Editor Jonah Busch
The effects of protected area systems on ecosystem restoration: a quasi-experimental design to estimate the impact of Costa Rica's protected area system on forest regrowth
Article first published online: 17 JAN 2013
©2013 Wiley Periodicals, Inc.
Volume 6, Issue 5, pages 317–323, September/October 2013
How to Cite
Andam, K. S., Ferraro, P. J. and Hanauer, M. M. (2013), The effects of protected area systems on ecosystem restoration: a quasi-experimental design to estimate the impact of Costa Rica's protected area system on forest regrowth. Conservation Letters, 6: 317–323. doi: 10.1111/conl.12004
- Issue published online: 8 OCT 2013
- Article first published online: 17 JAN 2013
- Accepted manuscript online: 17 DEC 2012 05:26AM EST
- Manuscript Accepted: 29 NOV 2012
- Manuscript Received: 8 AUG 2012
- impact evaluation;
- causal effects;
- IUCN categories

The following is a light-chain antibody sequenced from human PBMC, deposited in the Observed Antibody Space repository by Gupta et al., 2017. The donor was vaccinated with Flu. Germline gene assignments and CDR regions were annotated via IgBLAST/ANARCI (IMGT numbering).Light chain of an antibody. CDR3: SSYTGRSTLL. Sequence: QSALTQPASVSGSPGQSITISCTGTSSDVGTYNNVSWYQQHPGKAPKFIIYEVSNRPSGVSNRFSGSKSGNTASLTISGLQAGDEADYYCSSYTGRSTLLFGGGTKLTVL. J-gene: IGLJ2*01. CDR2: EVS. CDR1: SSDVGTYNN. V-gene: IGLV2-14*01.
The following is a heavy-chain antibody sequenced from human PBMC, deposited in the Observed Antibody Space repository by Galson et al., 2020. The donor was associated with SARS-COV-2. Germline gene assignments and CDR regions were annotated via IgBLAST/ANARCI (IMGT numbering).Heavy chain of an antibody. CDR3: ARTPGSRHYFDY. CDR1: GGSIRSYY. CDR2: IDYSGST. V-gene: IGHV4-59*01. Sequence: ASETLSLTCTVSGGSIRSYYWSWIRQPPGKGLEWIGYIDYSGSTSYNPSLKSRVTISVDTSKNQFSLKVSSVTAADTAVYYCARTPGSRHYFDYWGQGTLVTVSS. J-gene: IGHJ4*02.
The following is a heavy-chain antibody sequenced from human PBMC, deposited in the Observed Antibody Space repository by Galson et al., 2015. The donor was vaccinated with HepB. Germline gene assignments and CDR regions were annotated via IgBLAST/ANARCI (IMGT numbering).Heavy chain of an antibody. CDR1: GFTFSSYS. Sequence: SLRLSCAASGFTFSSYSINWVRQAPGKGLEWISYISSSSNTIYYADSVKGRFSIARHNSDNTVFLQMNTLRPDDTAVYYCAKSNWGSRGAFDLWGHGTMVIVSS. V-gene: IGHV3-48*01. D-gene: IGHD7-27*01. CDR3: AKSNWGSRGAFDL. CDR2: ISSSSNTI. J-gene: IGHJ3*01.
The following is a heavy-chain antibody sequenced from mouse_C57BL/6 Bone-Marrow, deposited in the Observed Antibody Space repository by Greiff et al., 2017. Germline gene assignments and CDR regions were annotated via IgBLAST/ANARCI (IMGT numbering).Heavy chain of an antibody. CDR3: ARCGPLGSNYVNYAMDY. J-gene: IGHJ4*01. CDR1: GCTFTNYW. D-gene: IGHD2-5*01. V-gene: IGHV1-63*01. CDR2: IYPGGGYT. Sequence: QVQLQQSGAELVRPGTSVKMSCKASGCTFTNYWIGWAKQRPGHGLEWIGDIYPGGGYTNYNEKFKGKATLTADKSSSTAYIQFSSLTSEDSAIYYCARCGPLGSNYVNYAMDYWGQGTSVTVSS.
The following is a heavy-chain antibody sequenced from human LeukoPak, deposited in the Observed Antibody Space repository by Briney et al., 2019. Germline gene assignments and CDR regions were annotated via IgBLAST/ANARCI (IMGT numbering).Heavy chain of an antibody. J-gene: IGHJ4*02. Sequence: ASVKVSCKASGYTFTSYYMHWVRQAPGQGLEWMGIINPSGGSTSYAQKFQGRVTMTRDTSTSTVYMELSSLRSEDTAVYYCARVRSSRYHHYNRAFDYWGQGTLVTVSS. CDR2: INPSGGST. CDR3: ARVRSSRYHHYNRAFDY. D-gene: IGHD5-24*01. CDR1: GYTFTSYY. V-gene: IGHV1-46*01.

Global efforts to protect forest biodiversity and ecosystem services rely heavily on protected areas. Although these areas primarily aim to prevent losses from deforestation and degradation, they can also contribute to restoration. Previous evaluations of protected area impacts focus on avoided deforestation and fires. In contrast, we focus on the additional regrowth induced by Costa Rica's renowned system of parks and reserves. We use a quasi-experimental empirical design to control for confounding baseline characteristics that affect both regrowth and the assignment of protection. Between 1960 and 1997, an estimated 13.5% of previously unforested lands inside protected areas reforested because they were afforded protection. The level of additional regrowth does not vary by the strictness of protection. As in previous studies of protected area impacts on avoided deforestation, estimators that do not account for nonrandom assignment of protection can overstate protected areas’ impacts on regrowth by nearly double.